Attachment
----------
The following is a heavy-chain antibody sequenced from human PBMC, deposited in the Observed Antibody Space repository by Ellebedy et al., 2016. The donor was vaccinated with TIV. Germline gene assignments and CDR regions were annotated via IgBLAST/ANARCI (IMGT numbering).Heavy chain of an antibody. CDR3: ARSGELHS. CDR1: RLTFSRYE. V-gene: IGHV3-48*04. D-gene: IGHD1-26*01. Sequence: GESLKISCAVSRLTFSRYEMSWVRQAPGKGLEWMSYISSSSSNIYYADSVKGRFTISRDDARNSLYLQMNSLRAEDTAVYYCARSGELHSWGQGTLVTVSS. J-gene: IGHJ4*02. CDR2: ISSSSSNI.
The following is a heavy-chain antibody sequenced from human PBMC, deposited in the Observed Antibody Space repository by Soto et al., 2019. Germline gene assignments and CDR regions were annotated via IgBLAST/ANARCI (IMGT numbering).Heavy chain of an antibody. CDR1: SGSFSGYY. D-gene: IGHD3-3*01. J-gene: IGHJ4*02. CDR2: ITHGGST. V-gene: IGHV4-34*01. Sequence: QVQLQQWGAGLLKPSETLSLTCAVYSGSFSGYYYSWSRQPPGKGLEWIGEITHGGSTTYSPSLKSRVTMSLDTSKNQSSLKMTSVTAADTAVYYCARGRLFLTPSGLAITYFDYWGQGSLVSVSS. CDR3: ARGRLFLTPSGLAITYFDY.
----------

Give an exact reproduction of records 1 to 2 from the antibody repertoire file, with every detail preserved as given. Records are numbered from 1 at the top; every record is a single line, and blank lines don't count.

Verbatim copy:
The following is a heavy-chain antibody sequenced from human PBMC, deposited in the Observed Antibody Space repository by Ellebedy et al., 2016. The donor was vaccinated with TIV. Germline gene assignments and CDR regions were annotated via IgBLAST/ANARCI (IMGT numbering).Heavy chain of an antibody. CDR3: ARSGELHS. CDR1: RLTFSRYE. V-gene: IGHV3-48*04. D-gene: IGHD1-26*01. Sequence: GESLKISCAVSRLTFSRYEMSWVRQAPGKGLEWMSYISSSSSNIYYADSVKGRFTISRDDARNSLYLQMNSLRAEDTAVYYCARSGELHSWGQGTLVTVSS. J-gene: IGHJ4*02. CDR2: ISSSSSNI.
The following is a heavy-chain antibody sequenced from human PBMC, deposited in the Observed Antibody Space repository by Soto et al., 2019. Germline gene assignments and CDR regions were annotated via IgBLAST/ANARCI (IMGT numbering).Heavy chain of an antibody. CDR1: SGSFSGYY. D-gene: IGHD3-3*01. J-gene: IGHJ4*02. CDR2: ITHGGST. V-gene: IGHV4-34*01. Sequence: QVQLQQWGAGLLKPSETLSLTCAVYSGSFSGYYYSWSRQPPGKGLEWIGEITHGGSTTYSPSLKSRVTMSLDTSKNQSSLKMTSVTAADTAVYYCARGRLFLTPSGLAITYFDYWGQGSLVSVSS. CDR3: ARGRLFLTPSGLAITYFDY.